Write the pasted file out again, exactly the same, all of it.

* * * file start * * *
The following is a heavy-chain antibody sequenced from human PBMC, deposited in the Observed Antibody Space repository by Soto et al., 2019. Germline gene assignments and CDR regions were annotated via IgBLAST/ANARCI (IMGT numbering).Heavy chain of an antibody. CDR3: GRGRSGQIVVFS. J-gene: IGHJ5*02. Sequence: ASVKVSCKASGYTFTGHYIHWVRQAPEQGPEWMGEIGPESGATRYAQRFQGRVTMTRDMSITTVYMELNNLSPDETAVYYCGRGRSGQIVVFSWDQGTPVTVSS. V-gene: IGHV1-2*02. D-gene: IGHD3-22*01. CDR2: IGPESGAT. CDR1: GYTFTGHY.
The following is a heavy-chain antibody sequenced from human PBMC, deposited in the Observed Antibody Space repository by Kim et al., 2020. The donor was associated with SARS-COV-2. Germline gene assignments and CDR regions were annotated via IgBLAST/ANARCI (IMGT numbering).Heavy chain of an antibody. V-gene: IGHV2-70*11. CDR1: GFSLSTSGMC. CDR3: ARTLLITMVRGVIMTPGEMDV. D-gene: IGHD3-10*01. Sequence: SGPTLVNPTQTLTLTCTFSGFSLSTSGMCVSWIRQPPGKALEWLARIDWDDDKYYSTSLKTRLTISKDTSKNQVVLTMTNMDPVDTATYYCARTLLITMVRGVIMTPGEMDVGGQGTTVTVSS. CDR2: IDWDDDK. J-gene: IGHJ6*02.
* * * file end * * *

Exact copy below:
The following is a heavy-chain antibody sequenced from human PBMC, deposited in the Observed Antibody Space repository by Soto et al., 2019. Germline gene assignments and CDR regions were annotated via IgBLAST/ANARCI (IMGT numbering).Heavy chain of an antibody. CDR3: GRGRSGQIVVFS. J-gene: IGHJ5*02. Sequence: ASVKVSCKASGYTFTGHYIHWVRQAPEQGPEWMGEIGPESGATRYAQRFQGRVTMTRDMSITTVYMELNNLSPDETAVYYCGRGRSGQIVVFSWDQGTPVTVSS. V-gene: IGHV1-2*02. D-gene: IGHD3-22*01. CDR2: IGPESGAT. CDR1: GYTFTGHY.
The following is a heavy-chain antibody sequenced from human PBMC, deposited in the Observed Antibody Space repository by Kim et al., 2020. The donor was associated with SARS-COV-2. Germline gene assignments and CDR regions were annotated via IgBLAST/ANARCI (IMGT numbering).Heavy chain of an antibody. V-gene: IGHV2-70*11. CDR1: GFSLSTSGMC. CDR3: ARTLLITMVRGVIMTPGEMDV. D-gene: IGHD3-10*01. Sequence: SGPTLVNPTQTLTLTCTFSGFSLSTSGMCVSWIRQPPGKALEWLARIDWDDDKYYSTSLKTRLTISKDTSKNQVVLTMTNMDPVDTATYYCARTLLITMVRGVIMTPGEMDVGGQGTTVTVSS. CDR2: IDWDDDK. J-gene: IGHJ6*02.